Patricia Hill Collins wrote in her article, “ The Meaning of the Motherhood in Black Culture and Black Mothered-Daughter Relationships” the different social ideologies that are bestowed upon the womanhood culture. In her article, she talks about the differences between westernized white middle class motherhood and westernized black middle class. Despite the different social spectrum there is and the privilege divisions between them, household mothers tend to have the duty of nurturing and supporting their children emotionally, and taking care of their health. The idea of motherhood is nothing more than domestic wives and taking care of children. Throughout her essay, she explores the relationship between the meaning of motherhood in African American culture and Black mother daughter-relationships by identifying the distinct Afrocentric ideology of each.
One of the most important jobs to the women of the Middle Ages is often left forgotten and unmentioned. Without these people, there would not have been enough people to populate the villages and castles of Medieval times, or even enough to build such structures. Without someone ensuring that most births are successful, the population would not have been big enough for society to develop manorialism, or enough citizens become knights, or to fight in the Crusades, or to form guilds and towns, or even enough people to consider the Middle Ages a significant part of history, Midwives were an essential part of Medieval society, in many ways. A midwife is a person who assists a woman in childbirth, who, in the
Gender binary is a classification system that people use to identify as maleness and femaleness. In the Colonial and Industrial era, the gender binary that one identified themselves with, played an important role in how society shaped their lives. For generations, society has separated the duties of males and females. Men are usually higher on the power spectrum, whereas women are inferior . However, over the course of the colonial and industrial eras, there were many changes in the role of genders.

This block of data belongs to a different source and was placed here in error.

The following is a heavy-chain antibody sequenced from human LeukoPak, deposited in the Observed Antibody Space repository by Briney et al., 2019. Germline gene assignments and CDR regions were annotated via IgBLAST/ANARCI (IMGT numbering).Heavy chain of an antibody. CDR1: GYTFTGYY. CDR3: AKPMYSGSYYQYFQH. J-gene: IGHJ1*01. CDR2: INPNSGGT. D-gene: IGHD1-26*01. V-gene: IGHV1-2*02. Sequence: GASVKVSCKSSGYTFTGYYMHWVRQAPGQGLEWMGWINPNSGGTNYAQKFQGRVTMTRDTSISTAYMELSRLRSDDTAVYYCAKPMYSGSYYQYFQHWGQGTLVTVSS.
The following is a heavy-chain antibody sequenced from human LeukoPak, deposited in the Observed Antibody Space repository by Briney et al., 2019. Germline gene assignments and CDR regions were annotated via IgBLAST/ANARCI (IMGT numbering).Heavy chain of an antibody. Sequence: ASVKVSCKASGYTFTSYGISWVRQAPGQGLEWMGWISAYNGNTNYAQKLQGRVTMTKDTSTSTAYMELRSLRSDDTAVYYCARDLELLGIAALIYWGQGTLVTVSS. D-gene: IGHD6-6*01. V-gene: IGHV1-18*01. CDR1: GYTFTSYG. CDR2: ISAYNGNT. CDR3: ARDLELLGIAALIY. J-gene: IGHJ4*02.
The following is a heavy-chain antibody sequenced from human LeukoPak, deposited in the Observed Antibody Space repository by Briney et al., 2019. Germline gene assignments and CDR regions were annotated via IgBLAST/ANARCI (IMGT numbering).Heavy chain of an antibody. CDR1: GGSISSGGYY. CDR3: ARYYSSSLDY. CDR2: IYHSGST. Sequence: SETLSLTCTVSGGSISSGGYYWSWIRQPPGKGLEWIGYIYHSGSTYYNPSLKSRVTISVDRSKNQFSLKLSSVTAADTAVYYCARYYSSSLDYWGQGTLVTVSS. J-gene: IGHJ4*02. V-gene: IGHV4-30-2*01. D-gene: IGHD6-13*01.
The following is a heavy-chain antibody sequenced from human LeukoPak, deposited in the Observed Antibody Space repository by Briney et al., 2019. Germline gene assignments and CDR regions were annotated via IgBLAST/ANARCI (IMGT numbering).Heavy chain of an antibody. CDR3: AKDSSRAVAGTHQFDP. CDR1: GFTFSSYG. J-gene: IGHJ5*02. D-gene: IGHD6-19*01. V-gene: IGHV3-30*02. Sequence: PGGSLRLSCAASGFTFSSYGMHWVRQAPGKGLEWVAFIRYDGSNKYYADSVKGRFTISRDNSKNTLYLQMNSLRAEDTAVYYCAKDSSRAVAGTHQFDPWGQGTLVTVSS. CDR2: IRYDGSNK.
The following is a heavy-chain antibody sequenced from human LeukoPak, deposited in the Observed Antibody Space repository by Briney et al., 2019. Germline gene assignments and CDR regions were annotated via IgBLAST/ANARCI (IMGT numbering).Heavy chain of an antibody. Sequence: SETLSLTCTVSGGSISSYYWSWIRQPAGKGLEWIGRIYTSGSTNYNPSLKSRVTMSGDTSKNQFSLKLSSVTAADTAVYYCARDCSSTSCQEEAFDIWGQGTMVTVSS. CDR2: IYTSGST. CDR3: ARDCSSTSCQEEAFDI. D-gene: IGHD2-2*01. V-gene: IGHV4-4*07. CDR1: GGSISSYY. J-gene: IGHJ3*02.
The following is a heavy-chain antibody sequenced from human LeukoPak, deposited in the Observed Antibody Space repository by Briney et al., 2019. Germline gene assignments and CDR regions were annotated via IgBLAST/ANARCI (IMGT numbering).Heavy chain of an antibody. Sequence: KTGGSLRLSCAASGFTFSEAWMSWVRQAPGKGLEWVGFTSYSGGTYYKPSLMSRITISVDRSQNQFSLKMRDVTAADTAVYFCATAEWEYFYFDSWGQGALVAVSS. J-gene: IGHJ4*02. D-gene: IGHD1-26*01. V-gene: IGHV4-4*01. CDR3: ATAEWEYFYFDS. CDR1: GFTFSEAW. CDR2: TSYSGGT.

The Chesapeake’s culture and beliefs were different in many ways. The Chesapeake norms were different from English social norms, which resulted in an unstable region. With the difference between the two cultures, led to relatively ambiguous gender roles for women in the Chesapeake (Berkin, 6). In order to understand the relationship between the men and women in the Chesapeake, one would say it is common for men and women to both marry more than once throughout their lifetime (Berkin 5). Marrying more than one is showed throughout the culture due to the fact that many women marry at young ages, even as early as age 14. The ratio between the two sexes was about six to one and by 1680 a ratio of three to one (Berkin, 6). Men are fortunate to find a wife since there is a big difference in the amount of women to men.
To improve diminished access to health services caused by distance, nurses can provide Kathleen and her daughter with the information about the health and medical services available for people living in rural and remote areas in Queensland. One of the services is Royal Flying Doctor Service that provides a medical consultation service via telephone and radio transmission for people in remote areas (Queensland Government 2016). In addition, Queensland Ambulance Service provides non-emergency patient transport for pre-arranged visits to a medical centre if the individual needs continuing treatment as well as for transfers between medical centres if the individual is having specialist treatment (Queensland Government
The European demography experienced its most significant transformation between the 18th and 19th century which can be illustrated using the Demographic Transition Model (DTM) . This model correlates to a country’s development: as it moves from a pre-industrialised to an industrialised system, the population growth rate moves from high birth and mortality rates to low birth and mortality rates. 1700 to 1900 Europe saw three phases of this model – the pre-industrialized phase saw high birth rates and high mortality rates due to high fertility and spread of epidemics. The first stage of the DTM can further be elucidated by the Malthusian theory. According to the Malthusian theory, population increased geometrically while food production grew
The Birch, Ruttan, Muth, & Baydala (2009) article though focused on cultural competence, highlights some relevant ideas such as “incorporating a reflective and learner-based approach in health care delivery” (p. 30), integrating “traditional practices or approaches when the client needs or wants them” (Dobbelsteyn, 2006, p. 34 as cited on p. 30), and acknowledging the diversity amongst Indigenous